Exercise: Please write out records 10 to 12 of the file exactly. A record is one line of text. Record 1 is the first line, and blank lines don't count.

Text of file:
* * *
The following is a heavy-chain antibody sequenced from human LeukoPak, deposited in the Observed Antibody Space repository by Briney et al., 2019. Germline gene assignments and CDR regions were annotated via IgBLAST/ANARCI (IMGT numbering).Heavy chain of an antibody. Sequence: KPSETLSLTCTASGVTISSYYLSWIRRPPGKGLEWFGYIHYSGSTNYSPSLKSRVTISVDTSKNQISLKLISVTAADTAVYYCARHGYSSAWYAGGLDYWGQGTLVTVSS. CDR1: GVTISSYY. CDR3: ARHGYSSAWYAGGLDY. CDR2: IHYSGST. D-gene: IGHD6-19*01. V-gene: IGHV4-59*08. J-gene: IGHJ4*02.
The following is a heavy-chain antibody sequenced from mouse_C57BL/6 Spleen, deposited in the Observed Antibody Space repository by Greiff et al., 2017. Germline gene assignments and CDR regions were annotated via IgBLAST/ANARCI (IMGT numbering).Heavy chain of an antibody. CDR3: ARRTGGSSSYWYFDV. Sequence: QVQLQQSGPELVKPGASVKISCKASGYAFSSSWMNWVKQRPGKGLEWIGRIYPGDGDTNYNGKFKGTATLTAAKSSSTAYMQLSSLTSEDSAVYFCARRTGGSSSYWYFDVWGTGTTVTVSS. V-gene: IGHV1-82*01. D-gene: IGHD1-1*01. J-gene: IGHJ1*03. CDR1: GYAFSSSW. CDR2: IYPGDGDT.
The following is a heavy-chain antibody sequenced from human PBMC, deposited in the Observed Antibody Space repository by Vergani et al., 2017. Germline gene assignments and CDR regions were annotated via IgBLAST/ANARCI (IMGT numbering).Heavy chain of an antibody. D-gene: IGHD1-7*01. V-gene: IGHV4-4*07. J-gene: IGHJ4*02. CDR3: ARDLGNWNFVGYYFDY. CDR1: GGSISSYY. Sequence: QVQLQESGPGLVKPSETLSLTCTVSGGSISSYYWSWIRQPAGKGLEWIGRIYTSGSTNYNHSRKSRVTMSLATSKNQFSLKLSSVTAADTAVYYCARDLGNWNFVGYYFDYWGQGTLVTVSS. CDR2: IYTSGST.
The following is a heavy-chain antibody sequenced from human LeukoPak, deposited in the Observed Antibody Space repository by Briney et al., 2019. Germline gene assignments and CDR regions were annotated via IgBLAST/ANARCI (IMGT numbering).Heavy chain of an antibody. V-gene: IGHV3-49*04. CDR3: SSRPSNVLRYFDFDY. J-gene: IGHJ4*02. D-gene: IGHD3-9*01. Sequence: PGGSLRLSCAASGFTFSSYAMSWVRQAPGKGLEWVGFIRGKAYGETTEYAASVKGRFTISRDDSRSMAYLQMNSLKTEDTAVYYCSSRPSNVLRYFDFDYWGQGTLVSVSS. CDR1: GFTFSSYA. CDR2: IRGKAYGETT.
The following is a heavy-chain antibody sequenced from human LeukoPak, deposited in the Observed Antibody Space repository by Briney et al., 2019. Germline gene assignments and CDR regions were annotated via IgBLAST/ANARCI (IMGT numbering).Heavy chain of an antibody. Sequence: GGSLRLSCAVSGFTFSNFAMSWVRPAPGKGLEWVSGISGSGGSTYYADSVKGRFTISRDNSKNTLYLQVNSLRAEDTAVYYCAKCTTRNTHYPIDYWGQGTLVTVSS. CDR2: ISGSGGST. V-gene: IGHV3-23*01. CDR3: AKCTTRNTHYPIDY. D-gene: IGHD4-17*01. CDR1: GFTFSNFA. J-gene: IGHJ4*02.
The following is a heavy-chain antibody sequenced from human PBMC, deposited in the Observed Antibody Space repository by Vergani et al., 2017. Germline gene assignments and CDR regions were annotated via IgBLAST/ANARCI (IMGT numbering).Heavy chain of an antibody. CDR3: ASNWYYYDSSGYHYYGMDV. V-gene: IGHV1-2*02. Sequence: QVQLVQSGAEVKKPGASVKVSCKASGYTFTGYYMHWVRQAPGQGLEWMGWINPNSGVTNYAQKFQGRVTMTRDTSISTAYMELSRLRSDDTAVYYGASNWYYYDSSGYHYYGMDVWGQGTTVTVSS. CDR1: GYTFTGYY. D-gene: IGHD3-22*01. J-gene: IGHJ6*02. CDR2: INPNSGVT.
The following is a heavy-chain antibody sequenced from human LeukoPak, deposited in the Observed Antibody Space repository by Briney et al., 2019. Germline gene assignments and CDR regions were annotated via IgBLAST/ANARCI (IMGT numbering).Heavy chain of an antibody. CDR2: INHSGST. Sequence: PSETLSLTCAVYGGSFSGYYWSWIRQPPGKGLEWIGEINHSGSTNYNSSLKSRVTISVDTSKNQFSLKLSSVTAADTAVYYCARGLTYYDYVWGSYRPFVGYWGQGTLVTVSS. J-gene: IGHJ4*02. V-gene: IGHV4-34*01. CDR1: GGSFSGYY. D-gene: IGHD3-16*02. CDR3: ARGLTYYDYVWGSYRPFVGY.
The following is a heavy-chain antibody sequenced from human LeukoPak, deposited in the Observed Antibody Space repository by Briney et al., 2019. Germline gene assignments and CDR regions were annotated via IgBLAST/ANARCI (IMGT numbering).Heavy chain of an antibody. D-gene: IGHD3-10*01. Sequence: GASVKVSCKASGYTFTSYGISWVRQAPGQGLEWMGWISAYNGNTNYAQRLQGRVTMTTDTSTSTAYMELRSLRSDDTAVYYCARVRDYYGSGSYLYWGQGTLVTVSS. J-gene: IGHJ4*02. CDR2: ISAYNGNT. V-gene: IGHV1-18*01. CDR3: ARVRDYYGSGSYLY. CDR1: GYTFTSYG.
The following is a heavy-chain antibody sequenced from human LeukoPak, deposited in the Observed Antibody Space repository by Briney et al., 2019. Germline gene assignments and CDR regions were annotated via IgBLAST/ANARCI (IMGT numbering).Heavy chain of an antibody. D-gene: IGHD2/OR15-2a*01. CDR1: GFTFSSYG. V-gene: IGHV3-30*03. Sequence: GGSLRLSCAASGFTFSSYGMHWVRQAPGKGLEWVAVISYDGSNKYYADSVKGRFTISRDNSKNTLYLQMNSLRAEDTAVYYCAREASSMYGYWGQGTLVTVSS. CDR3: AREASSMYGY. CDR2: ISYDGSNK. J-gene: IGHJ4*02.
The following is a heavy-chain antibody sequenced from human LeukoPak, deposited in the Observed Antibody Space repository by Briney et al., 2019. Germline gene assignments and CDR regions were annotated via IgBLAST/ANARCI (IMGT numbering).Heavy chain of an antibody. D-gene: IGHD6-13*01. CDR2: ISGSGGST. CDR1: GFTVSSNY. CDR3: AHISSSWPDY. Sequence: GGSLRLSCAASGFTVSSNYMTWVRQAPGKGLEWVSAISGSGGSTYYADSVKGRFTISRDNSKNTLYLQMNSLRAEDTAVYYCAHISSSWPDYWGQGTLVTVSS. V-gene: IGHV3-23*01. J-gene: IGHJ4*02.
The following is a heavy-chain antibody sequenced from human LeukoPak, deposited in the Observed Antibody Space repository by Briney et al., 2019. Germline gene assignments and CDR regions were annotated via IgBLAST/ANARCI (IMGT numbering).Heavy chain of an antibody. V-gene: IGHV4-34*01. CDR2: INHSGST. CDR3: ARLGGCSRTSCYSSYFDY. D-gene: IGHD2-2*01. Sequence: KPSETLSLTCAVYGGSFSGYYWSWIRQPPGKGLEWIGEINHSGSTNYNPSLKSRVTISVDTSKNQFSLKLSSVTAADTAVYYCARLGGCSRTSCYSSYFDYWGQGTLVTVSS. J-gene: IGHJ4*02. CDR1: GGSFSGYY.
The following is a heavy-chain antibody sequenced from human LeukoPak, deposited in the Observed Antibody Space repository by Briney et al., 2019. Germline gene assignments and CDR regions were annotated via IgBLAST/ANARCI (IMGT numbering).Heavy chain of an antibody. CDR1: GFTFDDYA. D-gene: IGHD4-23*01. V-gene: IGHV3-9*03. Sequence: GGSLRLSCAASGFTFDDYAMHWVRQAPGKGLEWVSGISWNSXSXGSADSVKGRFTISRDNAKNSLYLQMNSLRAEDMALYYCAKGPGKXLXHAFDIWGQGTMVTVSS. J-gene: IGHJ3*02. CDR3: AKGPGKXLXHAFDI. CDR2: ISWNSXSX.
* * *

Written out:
The following is a heavy-chain antibody sequenced from human LeukoPak, deposited in the Observed Antibody Space repository by Briney et al., 2019. Germline gene assignments and CDR regions were annotated via IgBLAST/ANARCI (IMGT numbering).Heavy chain of an antibody. D-gene: IGHD6-13*01. CDR2: ISGSGGST. CDR1: GFTVSSNY. CDR3: AHISSSWPDY. Sequence: GGSLRLSCAASGFTVSSNYMTWVRQAPGKGLEWVSAISGSGGSTYYADSVKGRFTISRDNSKNTLYLQMNSLRAEDTAVYYCAHISSSWPDYWGQGTLVTVSS. V-gene: IGHV3-23*01. J-gene: IGHJ4*02.
The following is a heavy-chain antibody sequenced from human LeukoPak, deposited in the Observed Antibody Space repository by Briney et al., 2019. Germline gene assignments and CDR regions were annotated via IgBLAST/ANARCI (IMGT numbering).Heavy chain of an antibody. V-gene: IGHV4-34*01. CDR2: INHSGST. CDR3: ARLGGCSRTSCYSSYFDY. D-gene: IGHD2-2*01. Sequence: KPSETLSLTCAVYGGSFSGYYWSWIRQPPGKGLEWIGEINHSGSTNYNPSLKSRVTISVDTSKNQFSLKLSSVTAADTAVYYCARLGGCSRTSCYSSYFDYWGQGTLVTVSS. J-gene: IGHJ4*02. CDR1: GGSFSGYY.
The following is a heavy-chain antibody sequenced from human LeukoPak, deposited in the Observed Antibody Space repository by Briney et al., 2019. Germline gene assignments and CDR regions were annotated via IgBLAST/ANARCI (IMGT numbering).Heavy chain of an antibody. CDR1: GFTFDDYA. D-gene: IGHD4-23*01. V-gene: IGHV3-9*03. Sequence: GGSLRLSCAASGFTFDDYAMHWVRQAPGKGLEWVSGISWNSXSXGSADSVKGRFTISRDNAKNSLYLQMNSLRAEDMALYYCAKGPGKXLXHAFDIWGQGTMVTVSS. J-gene: IGHJ3*02. CDR3: AKGPGKXLXHAFDI. CDR2: ISWNSXSX.